There are many wonderful and unusual places to see and visit in Washington state. I've written before about Sam Hill and Maryhill-a story of vision and ingenuity in an era of expansion.
There's a similar story closer to home. Out on Nob Hill Boulevard in Yakima stands the Congdon Castle with its adjoining orchards, vineyards and row crops. Who, when, and why is there a castle in Yakima?
Chester Adgate Congdon was born on June 12, 1853 in Rochester, New York. He attended Syracuse University and read law in a Syracuse, New York firm until admitted to the bar in 1877. In 1879 he moved to St. Paul, Minnesota and began a law practice. In 1881 he married Clara Hesperia, who was from San Francisco. They had seven children.
In 1892 the family moved to Duluth, where in addition to law, Chester became involved in the development of nearby iron and copper mines. He was general counsel to the firm that consolidated into U.S. Steel, vice-president of the American Exchange National Bank, and on the boards of many enterprises, including the Marshall-Wells Hardware Company.
In 1905 the family home "Glensheen" was built on the shores of Lake Superior. It was a 39-room mansion that enjoyed electricity, hot water and irrigated grounds. Soon after moving into the home in 1908, Chester was elected to the Minnesota House of Representatives. He stayed active in Republican politics for the rest of his life.
Congdon was also intrigued by railroad development. The story we were told was that on one of his railroad journeys through the west, he got off the train in Yakima and fell in love with the area. He recognized its agricultural potential and soon bought land to the west of the town.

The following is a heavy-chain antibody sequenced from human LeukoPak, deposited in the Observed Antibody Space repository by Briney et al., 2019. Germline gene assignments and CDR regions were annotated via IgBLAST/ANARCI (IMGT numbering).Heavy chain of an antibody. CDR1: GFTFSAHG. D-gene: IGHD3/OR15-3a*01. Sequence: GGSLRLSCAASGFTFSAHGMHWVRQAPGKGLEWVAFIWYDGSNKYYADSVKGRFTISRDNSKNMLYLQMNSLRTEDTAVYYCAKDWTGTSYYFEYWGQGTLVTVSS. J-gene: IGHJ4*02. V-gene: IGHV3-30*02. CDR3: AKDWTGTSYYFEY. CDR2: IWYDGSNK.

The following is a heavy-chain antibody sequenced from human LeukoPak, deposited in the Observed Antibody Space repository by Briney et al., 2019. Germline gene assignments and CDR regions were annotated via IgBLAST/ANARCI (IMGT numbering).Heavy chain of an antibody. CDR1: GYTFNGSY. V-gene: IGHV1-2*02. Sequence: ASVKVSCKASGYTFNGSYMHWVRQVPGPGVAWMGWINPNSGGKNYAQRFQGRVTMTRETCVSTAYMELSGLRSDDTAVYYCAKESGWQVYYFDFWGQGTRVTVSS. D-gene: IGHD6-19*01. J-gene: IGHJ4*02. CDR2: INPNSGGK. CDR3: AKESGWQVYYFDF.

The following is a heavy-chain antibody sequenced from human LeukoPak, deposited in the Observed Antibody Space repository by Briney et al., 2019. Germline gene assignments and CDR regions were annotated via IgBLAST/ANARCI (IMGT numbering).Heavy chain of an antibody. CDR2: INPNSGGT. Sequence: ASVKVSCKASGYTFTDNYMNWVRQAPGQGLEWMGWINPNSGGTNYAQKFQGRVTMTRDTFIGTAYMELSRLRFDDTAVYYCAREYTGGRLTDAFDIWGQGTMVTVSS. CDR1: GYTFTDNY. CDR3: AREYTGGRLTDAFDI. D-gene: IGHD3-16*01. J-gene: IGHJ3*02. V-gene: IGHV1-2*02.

From 1912 to 1915 that land was put into irrigated orchards and vineyards; barns and a bunkhouse were built. An 80-room stone house with a swimming pool in the basement was also constructed. A tree-lined driveway swept up to the home. Imported tiles lined the entryway. Windows opened on opposite sides to catch the breeze. A screened-in dining area shaded by the trees allowed cool summer meals. Many steps lead up to a turret-like observation deck where there is a 360-degree view of the countryside and the mountains.
Congdon visited his Yakima farm often. But he died November 21, 1916, just a year after the house was completed. Clara lived in Duluth until she died in 1950. A daughter, Marjorie, inherited Glensheen, which was given to the University of Minnesota after her murder.
Congdon's Castle in Yakima is still owned by the family, where they have family meetings from time to time. Those who have been in the beautiful old home are indeed fortunate. They are carried back into an experience of life in an earlier era.
- Jerri Honeyford, wife of Sen. Jim Honeyford (R-Sunnyside), provides this column for local readers while she and her husband are in Olympia for the current legislative session.